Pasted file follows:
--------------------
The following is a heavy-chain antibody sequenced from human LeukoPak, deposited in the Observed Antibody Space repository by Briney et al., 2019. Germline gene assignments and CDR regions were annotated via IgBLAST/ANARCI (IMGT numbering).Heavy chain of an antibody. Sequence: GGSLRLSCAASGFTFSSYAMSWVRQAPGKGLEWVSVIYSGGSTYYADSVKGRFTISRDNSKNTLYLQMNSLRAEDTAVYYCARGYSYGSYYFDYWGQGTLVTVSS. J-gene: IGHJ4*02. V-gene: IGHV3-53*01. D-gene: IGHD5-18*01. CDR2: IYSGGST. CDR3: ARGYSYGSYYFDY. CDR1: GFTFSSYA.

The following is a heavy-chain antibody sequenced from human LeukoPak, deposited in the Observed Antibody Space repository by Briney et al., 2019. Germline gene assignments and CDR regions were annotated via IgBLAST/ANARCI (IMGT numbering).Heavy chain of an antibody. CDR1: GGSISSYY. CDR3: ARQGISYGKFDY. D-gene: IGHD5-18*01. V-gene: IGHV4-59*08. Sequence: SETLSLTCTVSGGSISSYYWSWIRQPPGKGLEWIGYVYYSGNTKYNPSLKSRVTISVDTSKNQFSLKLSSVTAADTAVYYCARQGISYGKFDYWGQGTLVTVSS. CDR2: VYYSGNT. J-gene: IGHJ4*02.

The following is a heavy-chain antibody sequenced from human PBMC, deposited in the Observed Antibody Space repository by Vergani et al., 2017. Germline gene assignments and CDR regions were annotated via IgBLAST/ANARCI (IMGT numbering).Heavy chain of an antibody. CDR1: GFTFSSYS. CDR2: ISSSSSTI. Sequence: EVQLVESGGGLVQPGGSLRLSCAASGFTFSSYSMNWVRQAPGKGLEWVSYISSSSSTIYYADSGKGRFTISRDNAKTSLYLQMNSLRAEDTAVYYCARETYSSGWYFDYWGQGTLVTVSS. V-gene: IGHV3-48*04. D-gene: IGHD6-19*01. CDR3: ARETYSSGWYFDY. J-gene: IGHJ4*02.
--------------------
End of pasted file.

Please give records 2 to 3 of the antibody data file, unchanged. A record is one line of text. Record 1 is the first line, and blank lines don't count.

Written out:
The following is a heavy-chain antibody sequenced from human LeukoPak, deposited in the Observed Antibody Space repository by Briney et al., 2019. Germline gene assignments and CDR regions were annotated via IgBLAST/ANARCI (IMGT numbering).Heavy chain of an antibody. CDR1: GGSISSYY. CDR3: ARQGISYGKFDY. D-gene: IGHD5-18*01. V-gene: IGHV4-59*08. Sequence: SETLSLTCTVSGGSISSYYWSWIRQPPGKGLEWIGYVYYSGNTKYNPSLKSRVTISVDTSKNQFSLKLSSVTAADTAVYYCARQGISYGKFDYWGQGTLVTVSS. CDR2: VYYSGNT. J-gene: IGHJ4*02.

The following is a heavy-chain antibody sequenced from human PBMC, deposited in the Observed Antibody Space repository by Vergani et al., 2017. Germline gene assignments and CDR regions were annotated via IgBLAST/ANARCI (IMGT numbering).Heavy chain of an antibody. CDR1: GFTFSSYS. CDR2: ISSSSSTI. Sequence: EVQLVESGGGLVQPGGSLRLSCAASGFTFSSYSMNWVRQAPGKGLEWVSYISSSSSTIYYADSGKGRFTISRDNAKTSLYLQMNSLRAEDTAVYYCARETYSSGWYFDYWGQGTLVTVSS. V-gene: IGHV3-48*04. D-gene: IGHD6-19*01. CDR3: ARETYSSGWYFDY. J-gene: IGHJ4*02.